1974 Canadian Dime
The obverse of the 1974 Canadian dime features a portrait of Queen Elizabeth II. The reverse features a famous Canadian schooner known as the Bluenose. The Canadian dime is manufactured by the Royal Canadian Mint in Winnipeg, Manitoba. The name “dime” originates from the French word “dime,” which means tenth part or tithe. The design also features a mackerel, a symbol of Canadian fishing, and a tribute to the United Nations’ International Year of Volunteers.
The denomination of the 1974 Canadian dime varies greatly from that of its predecessors. While the Canadian dime of 1903 was worth two dollars, the 1974 issue is worth only ten cents. The difference between these two coins is significant, since the first dime was minted with nickel in 1903. The current ten-cent coin is plated with copper and nickel and is known as the 1999p. A high-grade example of the 1974 Canadian dime can fetch from $1500 CDN to $3000 CDN.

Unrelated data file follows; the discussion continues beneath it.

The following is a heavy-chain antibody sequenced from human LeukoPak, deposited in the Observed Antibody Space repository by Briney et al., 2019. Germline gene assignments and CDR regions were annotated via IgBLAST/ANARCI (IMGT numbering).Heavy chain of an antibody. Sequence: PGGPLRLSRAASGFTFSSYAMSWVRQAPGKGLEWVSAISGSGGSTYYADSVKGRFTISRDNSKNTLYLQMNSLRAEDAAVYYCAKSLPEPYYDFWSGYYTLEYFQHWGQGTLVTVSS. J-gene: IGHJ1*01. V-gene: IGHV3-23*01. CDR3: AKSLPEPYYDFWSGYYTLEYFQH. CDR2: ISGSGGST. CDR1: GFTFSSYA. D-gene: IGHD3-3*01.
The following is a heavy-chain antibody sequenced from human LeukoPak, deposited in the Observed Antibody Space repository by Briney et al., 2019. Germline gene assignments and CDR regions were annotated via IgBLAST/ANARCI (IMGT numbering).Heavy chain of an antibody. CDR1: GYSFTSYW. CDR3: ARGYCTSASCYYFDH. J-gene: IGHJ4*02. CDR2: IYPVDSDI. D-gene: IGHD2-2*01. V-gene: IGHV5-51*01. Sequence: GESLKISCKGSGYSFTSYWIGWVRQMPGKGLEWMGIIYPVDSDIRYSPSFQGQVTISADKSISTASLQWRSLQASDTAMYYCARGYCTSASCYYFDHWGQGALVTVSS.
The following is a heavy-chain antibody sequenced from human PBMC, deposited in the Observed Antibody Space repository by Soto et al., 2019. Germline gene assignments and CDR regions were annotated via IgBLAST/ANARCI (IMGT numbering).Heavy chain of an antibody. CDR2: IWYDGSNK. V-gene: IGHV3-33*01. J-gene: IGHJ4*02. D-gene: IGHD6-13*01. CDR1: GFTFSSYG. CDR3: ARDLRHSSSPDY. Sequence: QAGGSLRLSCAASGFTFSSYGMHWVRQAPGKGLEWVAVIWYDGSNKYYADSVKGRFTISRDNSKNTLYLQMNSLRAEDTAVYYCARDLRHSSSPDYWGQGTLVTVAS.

Among the rarest Canadian coins, the 1923 1-Cent is one of the most valuable. This rare coin is currently valued at between $2261 and $67,082 CAD. The official mintage for a 1923 dime is 1,019,022, but the average 1982 penny is worth less than two cents. If you’d like to own one of these rare coins, you may want to start collecting them!
There are several reasons why collectors prize the rarity of a Canadian coin. The scarcest coins are those that contain a flaw, or have been melted down to create later versions of the coin. Rarer Canadian coins will command the highest prices at auction. One of the best-known coins is the 1911 Canadian silver dollar, which holds the world record for most expensive coin. Only a few survive in circulation today, but it was once valued at $1,066,000 CAD.